Triac - Across [Polar Seas - 2017]Triac's last CD album, 2015's Days, was a refreshingly cool blast of affecting electro-acoustic drone, offset by a lingering, almost gothic sense of dread. They distil from their spartan trio of laptop, synth and fretless bass a surprisingly organic and dense miasma of sound, none of which can easily be reduced to its constituent parts. This new extended EP on the Canadian micro imprint Polar Seas is a single thirty minute exploration of the textures and moods which on Days were drawn out in more isolated fashion.
Discerning individual contributions is nigh-on impossible as Triac's sound rises up as an undifferentiated whole; a sound-'scape' in the original sense of being at the base or ground level, upon which everything else stands. And just like in landscape the pleasure comes from appreciating how that grounding itself is formed and the vista it brings to the senses. Harmonics are not so much played here but rather formed and shaped; the resulting dissonance and combination with effects gives the listener a feeling like passing through layers of musical fog. Or perhaps something like that extended sequence in Star Trek The Motion Picture when the Enterprise flies into the heart of a mysterious cloud through what appear on screen to be endless banks of sound waves.
The composition -and it is clearly a composition - recedes in places, allowing a particular tone or set of harmonics to come forward and hover briefly before diving back beneath the undulating waves. This is the basic pattern which recurs across the length of the piece. Repeated listens reveal microtonal variations and subtle shifts in colour where an inattentive listener might hear only an unchanging blur of sound. Where Triac follow genre convention they appear like a more organic, pastorally inclined La Monte young, drawing out every last drop from a relatively limited set of tone colours. This comparison though should be tempered with the fact of Triac's darker tendencies. Their overall mood never descends into hippy states of transcendence, always instead keeping on the shadier side of the drone.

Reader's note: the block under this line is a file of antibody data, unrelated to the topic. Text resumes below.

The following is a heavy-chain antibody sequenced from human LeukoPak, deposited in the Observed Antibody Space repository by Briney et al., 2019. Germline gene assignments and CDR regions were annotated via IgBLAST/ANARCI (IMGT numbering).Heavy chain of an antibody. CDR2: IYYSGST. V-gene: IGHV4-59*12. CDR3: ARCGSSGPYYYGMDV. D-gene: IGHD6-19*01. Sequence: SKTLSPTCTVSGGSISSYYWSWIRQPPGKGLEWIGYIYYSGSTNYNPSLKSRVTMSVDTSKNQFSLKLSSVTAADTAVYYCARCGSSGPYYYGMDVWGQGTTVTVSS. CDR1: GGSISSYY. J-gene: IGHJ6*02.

At around the twenty minute mark there is a hint of the underbelly of post-production, something like the sound of strings, processed, draw out, all the low end evacuated and left like phantoms drifting just beyond the ear's ability to discern. Across is full of such moments. And just as you think the image they want you to see is coming into view, the disk ends. Repeated plays draw you in again but this edgeless music - like all good drone - never gives up its secret.